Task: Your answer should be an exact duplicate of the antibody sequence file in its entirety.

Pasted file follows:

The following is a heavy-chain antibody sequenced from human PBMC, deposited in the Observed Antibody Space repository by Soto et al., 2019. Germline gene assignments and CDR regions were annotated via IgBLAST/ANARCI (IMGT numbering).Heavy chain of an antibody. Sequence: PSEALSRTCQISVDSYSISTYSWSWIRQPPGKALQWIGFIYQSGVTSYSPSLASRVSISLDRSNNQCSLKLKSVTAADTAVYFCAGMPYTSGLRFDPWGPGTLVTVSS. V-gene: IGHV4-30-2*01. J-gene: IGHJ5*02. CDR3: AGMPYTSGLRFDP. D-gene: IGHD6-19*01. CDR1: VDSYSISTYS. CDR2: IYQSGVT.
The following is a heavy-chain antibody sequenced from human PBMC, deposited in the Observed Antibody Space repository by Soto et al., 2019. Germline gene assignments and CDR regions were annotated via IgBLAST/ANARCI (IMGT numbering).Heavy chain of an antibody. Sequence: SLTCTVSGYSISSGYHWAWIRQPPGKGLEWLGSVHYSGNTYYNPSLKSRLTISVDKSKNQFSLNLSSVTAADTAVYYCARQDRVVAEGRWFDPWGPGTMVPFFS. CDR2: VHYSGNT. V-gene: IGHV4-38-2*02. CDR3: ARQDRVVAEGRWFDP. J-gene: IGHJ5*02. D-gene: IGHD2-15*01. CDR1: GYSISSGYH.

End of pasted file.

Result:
The following is a heavy-chain antibody sequenced from human PBMC, deposited in the Observed Antibody Space repository by Soto et al., 2019. Germline gene assignments and CDR regions were annotated via IgBLAST/ANARCI (IMGT numbering).Heavy chain of an antibody. Sequence: PSEALSRTCQISVDSYSISTYSWSWIRQPPGKALQWIGFIYQSGVTSYSPSLASRVSISLDRSNNQCSLKLKSVTAADTAVYFCAGMPYTSGLRFDPWGPGTLVTVSS. V-gene: IGHV4-30-2*01. J-gene: IGHJ5*02. CDR3: AGMPYTSGLRFDP. D-gene: IGHD6-19*01. CDR1: VDSYSISTYS. CDR2: IYQSGVT.
The following is a heavy-chain antibody sequenced from human PBMC, deposited in the Observed Antibody Space repository by Soto et al., 2019. Germline gene assignments and CDR regions were annotated via IgBLAST/ANARCI (IMGT numbering).Heavy chain of an antibody. Sequence: SLTCTVSGYSISSGYHWAWIRQPPGKGLEWLGSVHYSGNTYYNPSLKSRLTISVDKSKNQFSLNLSSVTAADTAVYYCARQDRVVAEGRWFDPWGPGTMVPFFS. CDR2: VHYSGNT. V-gene: IGHV4-38-2*02. CDR3: ARQDRVVAEGRWFDP. J-gene: IGHJ5*02. D-gene: IGHD2-15*01. CDR1: GYSISSGYH.